President Gordon B. Hinckley has taught that every new member needs a friend in the Church, an assignment or responsibility, and gospel nurturing (see Ensign, May 1999, 108). The ward mission plan should outline how priesthood quorums, auxiliary organizations, and individual members can help befriend and strengthen investigators and new members during and after the teaching of the missionary lessons. Fellowship should be extended by all in the ward. The bishop and his counselors should prayerfully consider ways to help each new member feel welcome.
Part of the plan to strengthen new male members ages 12 and older should include receiving the priesthood. The bishop ensures that the Aaronic Priesthood is conferred on these brethren soon after they are confirmed.
For additional suggestions, see Preach My Gospel (213–23) and the “Gospel Teaching and Leadership” section of the Church Handbook of Instructions, Book 2 (307–10).
Helping Activate Members
The ward mission plan should also focus on how to help all members enjoy the full blessings of the Church. Accordingly, the plan should include suggestions on how to teach less-active members the gospel, invite them to attend Church meetings and activities, and help them participate in gospel ordinances and keep the associated covenants. The plan should also include suggestions for service and social activities that might bring less-active members closer to the Church.
As needed, the bishop may request that full-time missionary elders assist in home teaching and that full-time missionary sisters assist in visiting teaching part-member families and less-active members, or in otherwise visiting these members. Such visits are most effective when the full-time missionaries are accompanied by a member of the ward.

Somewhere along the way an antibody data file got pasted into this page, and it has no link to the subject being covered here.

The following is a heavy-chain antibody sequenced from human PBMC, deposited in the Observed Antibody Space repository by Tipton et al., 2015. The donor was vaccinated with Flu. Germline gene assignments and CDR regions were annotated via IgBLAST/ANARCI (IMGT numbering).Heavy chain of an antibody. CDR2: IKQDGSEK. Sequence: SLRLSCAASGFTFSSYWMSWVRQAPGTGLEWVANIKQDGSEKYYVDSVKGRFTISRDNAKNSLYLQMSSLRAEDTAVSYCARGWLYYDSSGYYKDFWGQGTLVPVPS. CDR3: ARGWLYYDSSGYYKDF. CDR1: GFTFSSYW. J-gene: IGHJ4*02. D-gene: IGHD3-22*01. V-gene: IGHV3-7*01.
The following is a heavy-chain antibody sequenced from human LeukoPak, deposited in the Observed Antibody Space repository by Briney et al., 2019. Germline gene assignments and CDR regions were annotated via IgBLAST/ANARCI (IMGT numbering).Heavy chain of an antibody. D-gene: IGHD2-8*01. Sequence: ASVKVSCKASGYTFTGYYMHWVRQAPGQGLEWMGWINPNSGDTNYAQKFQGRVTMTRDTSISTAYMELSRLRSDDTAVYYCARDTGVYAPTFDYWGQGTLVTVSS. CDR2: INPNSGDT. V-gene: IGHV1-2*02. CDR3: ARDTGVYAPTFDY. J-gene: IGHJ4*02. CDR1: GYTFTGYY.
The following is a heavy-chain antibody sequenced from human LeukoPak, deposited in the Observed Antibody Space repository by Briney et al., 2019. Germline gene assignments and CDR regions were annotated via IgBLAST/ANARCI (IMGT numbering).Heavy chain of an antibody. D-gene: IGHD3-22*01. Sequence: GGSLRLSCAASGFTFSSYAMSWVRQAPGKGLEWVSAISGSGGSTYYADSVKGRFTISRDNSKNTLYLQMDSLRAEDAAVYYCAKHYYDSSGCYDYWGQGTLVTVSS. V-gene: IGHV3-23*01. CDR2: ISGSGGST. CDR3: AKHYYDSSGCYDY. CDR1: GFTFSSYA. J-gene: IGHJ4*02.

Normally, full-time missionary companionships should not be separated. However, they may be separated to go with different ward members when necessary to cover a large number of appointments.
For additional suggestions, see the “Gospel Teaching and Leadership” section of the Church Handbook of Instructions, Book 2 (307–10).
Stake and Ward Leadership
Ward priesthood leaders have primary responsibility for missionary work. Stake leaders provide support, instruction, and accountability.
Members of the stake presidency see that priesthood leaders and others are instructed in their missionary responsibilities. They also ensure that the doctrines and principles of missionary work are taught in the stake.
Members of the stake presidency monitor the progress of new members and review their status in their regular meetings with priesthood leaders.
In monthly interviews with bishops, the stake president reviews the Progress Record form and discusses goals and plans for individual investigators, new members, and less-active members. He ensures that each unit has an effective ward mission plan.
The stake president meets regularly with the full-time mission president to coordinate the use of the full-time missionaries in the stake, including assistance they give in activation efforts. Where there are large numbers of stakes in one mission, this may be accomplished in coordinating council meetings. When meeting with the mission president, the stake president recommends the number and location of full-time missionaries working in the stake. He may also request assistance in training leaders and members. If necessary, one of the stake president’s counselors may represent him in these meetings.